• Jack you need to get out of the technical world and into the world of modest income folks trying to come up with a couple of thousand in health care dollars. I’m all for cost sharing, but that can be done with good co-payments and stop covering costs that should not be part of so-called insurance in the first place. Back in 1961 the only deductible we had was $100 applicable to major medical expenses for which there was a 20% coinsurance. If you adjust that today for SS age index you get $1190 and even for the medical CPI you only get $2024 in today’s dollars. Everyone I know and many of the Exchange plans have deductibles well in excess of that. Most people in effect are self funding their health care in one year. The problem is not the cost sharing but the way it’s applied in my opinion. If large deductibles are not an affordable issue why aren’t they used for Medicare? Certainly there are millions of younger Americans in the same income brackets who are asked to carry that deductible burden.


  2. The problem isn’t the hdhp. The problem is that you can’t easily compare prices. “Just a quarter of respondents asked doctors about cost….” That is a HUGE improvement vs ten years ago.
    Also, Health insurance SHOULD be catastrophic insurance. You do not use auto insurance to get an oil change. Why do we people use health INSURANCE for routine checkups?


    • Good point. Up you see Americans are accustomed to knowing that no amount of spending on health care is their responsibility. We have destroyed to entire concept of insurance.


    • I agree that you can’t compare prices. I once asked my specialist how he made any money. I showed him my statement from BC/BS for a post procedure follow up. His practice accepted about 1/3 the amount billed. Between BC/BS and my copay, they got $125. During my 30 minute visit, I interacted with 5 people of which 3 had medical degrees. Add in the overhead, billing people, IT people, utilities, office supplies, exam supplies, lawyers and accountants and even the janitors, you wonder how the practices made any money. My doctor said he doesn’t know either but the practice’s business administrator and accountants must have figured it out.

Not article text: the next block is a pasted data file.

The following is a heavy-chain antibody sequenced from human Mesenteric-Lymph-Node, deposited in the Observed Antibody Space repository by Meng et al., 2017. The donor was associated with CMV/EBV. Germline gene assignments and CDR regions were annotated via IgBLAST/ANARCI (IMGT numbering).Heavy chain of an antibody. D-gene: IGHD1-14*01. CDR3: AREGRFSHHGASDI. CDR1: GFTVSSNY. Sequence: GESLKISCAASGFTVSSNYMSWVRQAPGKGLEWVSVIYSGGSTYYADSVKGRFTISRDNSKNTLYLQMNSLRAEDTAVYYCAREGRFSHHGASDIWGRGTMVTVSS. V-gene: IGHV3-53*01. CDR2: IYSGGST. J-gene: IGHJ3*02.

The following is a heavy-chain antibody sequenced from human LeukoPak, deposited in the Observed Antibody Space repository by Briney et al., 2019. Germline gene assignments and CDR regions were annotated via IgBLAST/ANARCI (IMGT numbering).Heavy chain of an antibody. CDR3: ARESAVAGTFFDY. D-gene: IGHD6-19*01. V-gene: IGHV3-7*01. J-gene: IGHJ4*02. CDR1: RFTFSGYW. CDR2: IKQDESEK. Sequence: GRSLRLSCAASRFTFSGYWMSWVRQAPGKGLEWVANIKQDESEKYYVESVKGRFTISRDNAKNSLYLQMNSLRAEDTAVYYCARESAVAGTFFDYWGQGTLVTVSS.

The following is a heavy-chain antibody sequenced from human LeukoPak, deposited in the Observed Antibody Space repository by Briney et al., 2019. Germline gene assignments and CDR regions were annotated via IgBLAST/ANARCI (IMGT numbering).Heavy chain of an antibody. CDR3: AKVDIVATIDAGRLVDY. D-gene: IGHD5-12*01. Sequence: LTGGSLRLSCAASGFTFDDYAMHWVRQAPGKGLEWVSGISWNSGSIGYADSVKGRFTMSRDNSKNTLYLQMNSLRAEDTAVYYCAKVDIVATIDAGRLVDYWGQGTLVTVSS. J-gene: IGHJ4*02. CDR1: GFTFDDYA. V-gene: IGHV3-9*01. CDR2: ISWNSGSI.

The other thing is medical billing is by procedure or as I like to call it by the pill and by the stitch. Ask a doctor what he is going to find after he cuts you open and exactly how many stitch he’ll use, he will not tell you. You ask a good carpenter to open a wall he will only guess too. I had a window replaced and my quote was the starting price, the hourly rate, and cost for each type of board should they find rotted wood. Doctors are only going to give a starting price based on their average guess if at all. Each doctor is going to guess differently. There are no two exactly alike human models. People are not like cars. At least autobody shops know exactly what each part costs for each car model.

      I agree medical insurance is no longer insurance but payment plans. I believe that each doctor and hospital should list their lowest accept price and not bill at 3x what they will accept just to hope that they will get 1/3. Why is it that poor people who pay cash at the hospital get charged the most? The payment scale is inverted.


  3. I have a HDHP and I agree, it is an absolute joke. My deductible is outrageous. It is basically a catastrophic plan. I do have the HSA and have maximized the pre-tax contributions. Shopping around to compare costs is impossible when you do have an insurance plan- the clinics, doctors and other providers will not reveal the ‘true cost’ of the service as it is different for every plan. I will need to start by not revealing that I have insurance and ask what the cash cost is as I am essentially paying cash for the service anyway, not having met my deductible. I have been reading about SimpleCare and direct primary care and it looks like this may be the way for me to go moving forward.